Protest bring Blacks and Whites to Toronto demanding change

By Stephen Weir

Toronto march

I was probably one of the oldest people taking part in Saturday’s Queen’s Park march and demonstration.  Everyone was so polite, even one of the giant police horses that were hidden away north of the Parliament Building showed some difference as I walked by.

On a sunny warm Saturday afternoon thousands of people marched from Trinity Bellwoods Park in the west end of the city to Queens Park to protest anti-black racism and police brutality.  And that was just one of two marchers in Toronto another parade started at Nathan Phillips Square and ended at the Yonge-Dundas Square for two hours of speeches, sign waving and chanting.

Toronto march

Both events went on without a hitch. There was no violence, and the only arrest that the Caribbean Camera heard about was at City Hall where a white man showed up in black face.  Protestors suggested that the police did the man a favour by taking him away in handcuffs!

At the Queen’s Park rally the crowd was equally between black and white young people.  Many carrying messages, signs and placards that spoke to many racial issues facing the GTA today. “ Defund the Police “, “Investigate the SIU”,” Police Brutality”, “and Reform Peel School Board” and of course sings mourning the death of George Floyd were waved at the police and the full court of attending press.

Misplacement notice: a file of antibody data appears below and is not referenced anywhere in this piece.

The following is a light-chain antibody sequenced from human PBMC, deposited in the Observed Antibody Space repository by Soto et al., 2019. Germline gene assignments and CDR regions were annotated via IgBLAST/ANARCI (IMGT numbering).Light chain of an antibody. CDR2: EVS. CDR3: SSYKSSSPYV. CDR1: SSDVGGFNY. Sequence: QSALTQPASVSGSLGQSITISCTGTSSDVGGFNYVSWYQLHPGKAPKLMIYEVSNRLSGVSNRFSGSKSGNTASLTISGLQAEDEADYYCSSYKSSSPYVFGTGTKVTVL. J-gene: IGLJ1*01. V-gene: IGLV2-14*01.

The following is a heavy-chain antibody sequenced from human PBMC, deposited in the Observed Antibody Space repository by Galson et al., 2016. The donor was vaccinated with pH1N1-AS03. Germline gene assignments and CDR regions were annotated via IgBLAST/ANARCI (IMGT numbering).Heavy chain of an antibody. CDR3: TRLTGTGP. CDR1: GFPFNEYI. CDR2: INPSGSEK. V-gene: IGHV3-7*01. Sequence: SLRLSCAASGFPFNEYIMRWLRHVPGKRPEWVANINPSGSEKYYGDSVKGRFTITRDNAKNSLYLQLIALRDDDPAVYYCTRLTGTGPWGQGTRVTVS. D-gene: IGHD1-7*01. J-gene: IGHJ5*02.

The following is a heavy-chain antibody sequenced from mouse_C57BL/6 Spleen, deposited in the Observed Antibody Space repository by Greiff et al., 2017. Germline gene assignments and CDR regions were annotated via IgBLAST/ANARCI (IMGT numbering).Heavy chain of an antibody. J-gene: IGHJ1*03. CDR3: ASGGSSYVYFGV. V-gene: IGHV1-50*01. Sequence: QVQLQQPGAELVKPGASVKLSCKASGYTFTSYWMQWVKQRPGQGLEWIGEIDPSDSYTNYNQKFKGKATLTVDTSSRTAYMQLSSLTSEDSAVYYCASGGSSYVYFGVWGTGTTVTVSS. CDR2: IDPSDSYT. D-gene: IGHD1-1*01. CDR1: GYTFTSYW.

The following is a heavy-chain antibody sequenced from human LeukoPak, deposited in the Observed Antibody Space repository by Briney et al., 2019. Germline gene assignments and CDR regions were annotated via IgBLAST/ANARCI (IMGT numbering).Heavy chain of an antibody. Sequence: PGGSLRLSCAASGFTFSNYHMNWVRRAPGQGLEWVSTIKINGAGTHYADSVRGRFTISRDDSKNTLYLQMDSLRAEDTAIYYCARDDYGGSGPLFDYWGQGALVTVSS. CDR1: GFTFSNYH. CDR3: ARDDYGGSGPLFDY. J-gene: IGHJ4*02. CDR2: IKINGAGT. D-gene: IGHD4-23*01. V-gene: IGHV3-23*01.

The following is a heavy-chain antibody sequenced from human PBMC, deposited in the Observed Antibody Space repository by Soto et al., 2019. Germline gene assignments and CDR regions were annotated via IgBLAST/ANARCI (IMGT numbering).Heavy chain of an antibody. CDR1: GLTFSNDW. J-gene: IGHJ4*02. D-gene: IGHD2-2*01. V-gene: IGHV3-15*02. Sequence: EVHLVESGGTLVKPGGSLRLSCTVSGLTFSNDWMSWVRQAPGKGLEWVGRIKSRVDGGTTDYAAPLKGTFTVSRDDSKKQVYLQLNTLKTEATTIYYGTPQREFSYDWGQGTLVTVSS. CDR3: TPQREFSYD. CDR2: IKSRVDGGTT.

Earlier in the week shop owners and businesses had been warned to expect rioting and looting on Saturday. Rumours on the Internet that bricks (meant for throwing) had been placed along the parade route by radical organizers. Turns out to be false, it didn’t happen – but business owners took no chances and boarded up most of the windows and doors on the march routes.

The marches were friendly and downright festive on Saturday at the Queens park event the Caribbean Camera covered. Protestors took breaks from chanting slogans to lie on the grass under the trees in Park.  There was a large police presence to be sure, but on the frontline the officers were in summer gear – short pants and bicycles. None wore masks and outside the US consulate some police actually took part in symbolic “taking a knee” ceremony.

Even though the march was laid-back, the seriousness of the message did resonate with motorists who drove down University Avenue honking their horns in support of the protestors.  Pedestrian by the hundreds shouted encouragement too!

On Sunday morning the Caribbean Camera went back to Dundas Square to see if there were signs of damage to businesses and shops.  The windows and doors at the Eaton Centre and many other buildings were still boarded up. There was no damage, no garbage, no painted and no sign that thousands had been there just 12 hours before, demanding change!

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